Jailhouse Brewing Company in Hampton, Georgia
Today’s historic bar makes its own beer behind prison bars. The Jailhouse Brewing Company may be quite new (est. 2009), but it is housed in a historic jailhouse and makes great use of that theme.
For Glenn Golden, a native of Hampton and owner of the brewing company, using a historic jailhouse wasn’t part of the original plan. He was in the right place at the right time to purchase and make use of the building.
“We didn’t know what it was until we started renovating it,” Golden said.
The structure was commissioned in 1911 and served as a municipal building, not only as a jail but also as a fire station, a courthouse, a mason lodge, and a sandwich shop. Once he uncovered the building’s past, Golden decided to use the jailhouse concept as part of his company brand, and the rest is history.
This adaptive reuse is a breakthrough for the building. The brewery inside the Jailhouse operates throughout the week, but during the weekend it welcomes local and distant visitors for tours and beer tastings. “Lockdown Thursdays” and “Bail Out Fridays” give visitors a chance to have informal hangouts with the brewers and to taste a few samples.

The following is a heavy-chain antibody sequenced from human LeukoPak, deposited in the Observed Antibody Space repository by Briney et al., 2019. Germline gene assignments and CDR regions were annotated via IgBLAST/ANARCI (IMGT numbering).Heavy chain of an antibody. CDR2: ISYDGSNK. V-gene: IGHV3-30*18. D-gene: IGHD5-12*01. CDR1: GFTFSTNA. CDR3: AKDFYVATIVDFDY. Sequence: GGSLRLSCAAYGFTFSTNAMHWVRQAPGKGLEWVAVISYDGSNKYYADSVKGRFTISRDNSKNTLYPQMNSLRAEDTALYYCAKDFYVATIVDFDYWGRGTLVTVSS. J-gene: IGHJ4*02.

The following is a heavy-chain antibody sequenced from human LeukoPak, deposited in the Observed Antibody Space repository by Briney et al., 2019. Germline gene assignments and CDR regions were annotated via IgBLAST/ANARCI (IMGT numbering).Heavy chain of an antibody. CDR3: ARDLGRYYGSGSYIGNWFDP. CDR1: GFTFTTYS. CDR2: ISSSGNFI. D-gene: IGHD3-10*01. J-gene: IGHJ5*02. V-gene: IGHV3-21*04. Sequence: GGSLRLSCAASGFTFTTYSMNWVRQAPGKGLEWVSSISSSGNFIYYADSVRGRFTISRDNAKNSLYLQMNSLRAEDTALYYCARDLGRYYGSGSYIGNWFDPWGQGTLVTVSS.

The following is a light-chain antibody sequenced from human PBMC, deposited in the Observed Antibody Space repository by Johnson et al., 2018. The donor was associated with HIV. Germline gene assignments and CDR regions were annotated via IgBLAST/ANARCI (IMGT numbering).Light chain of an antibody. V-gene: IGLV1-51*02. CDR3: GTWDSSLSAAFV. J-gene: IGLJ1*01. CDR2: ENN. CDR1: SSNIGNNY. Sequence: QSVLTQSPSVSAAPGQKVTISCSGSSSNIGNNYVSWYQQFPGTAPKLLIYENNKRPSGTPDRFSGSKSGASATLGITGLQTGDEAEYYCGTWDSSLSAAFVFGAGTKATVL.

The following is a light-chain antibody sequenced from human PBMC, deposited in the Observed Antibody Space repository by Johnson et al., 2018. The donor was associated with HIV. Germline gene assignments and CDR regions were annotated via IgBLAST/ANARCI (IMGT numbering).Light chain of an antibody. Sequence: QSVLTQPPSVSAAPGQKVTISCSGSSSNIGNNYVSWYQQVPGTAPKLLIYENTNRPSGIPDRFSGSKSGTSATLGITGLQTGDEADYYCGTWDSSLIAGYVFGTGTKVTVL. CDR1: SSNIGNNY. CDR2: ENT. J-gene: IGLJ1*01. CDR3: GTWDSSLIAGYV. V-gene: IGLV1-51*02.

Golden and his employees are always happy to talk about the brewing process, as well as their discoveries about the historic building. “Visitation Saturdays” usually welcome more visitors, which allow for more brief tours and tastings.
Whether it’s a casual visiting hour in the brewing cells or the arresting aroma of the its latest concoction, the Jailhouse Brewing Company offers the most unique experience you’ll find in a historic jail, bar none.
Location: 8 Cherry St., Hampton, GA 30228
Hours: Thu. 5:30-8pm, Fri., 5:30-7:30pm, Sat., 2-6pm.
Don’t Miss: Tours and tasting, “Lockdown Thursday,” “Bail Out Friday,” and “Visitation Saturday.”
You’re Having: Mugshot IPA or the Slammer Wheat.
Best Yelp Review: “What a great place! Great vibe at this Thursday's "visitation!" Brewer Kevin (and the rest of them) make awesome beer and demonstrate southern hospitality to all who walk through the gate. I walked in expecting to taste a beer, buy a glass, and be on my way. Kevin had other plans. Brewers, regulars and first timers alike created a great atmosphere, and before I knew it I'd been there for two hours. I haven't had that much fun in ages. Can't wait for my next trip to Atlanta so I can visit the Jailhouse again!”–Scott W.
“The first step to becoming a jailbird is simple: Work next to an old, rundown city jail that happens to be for sale and buy the darn thing. That, or you could go out and get arrested, but I prefer my way.”Glenn Golden, owner, Jailhouse Brewing Company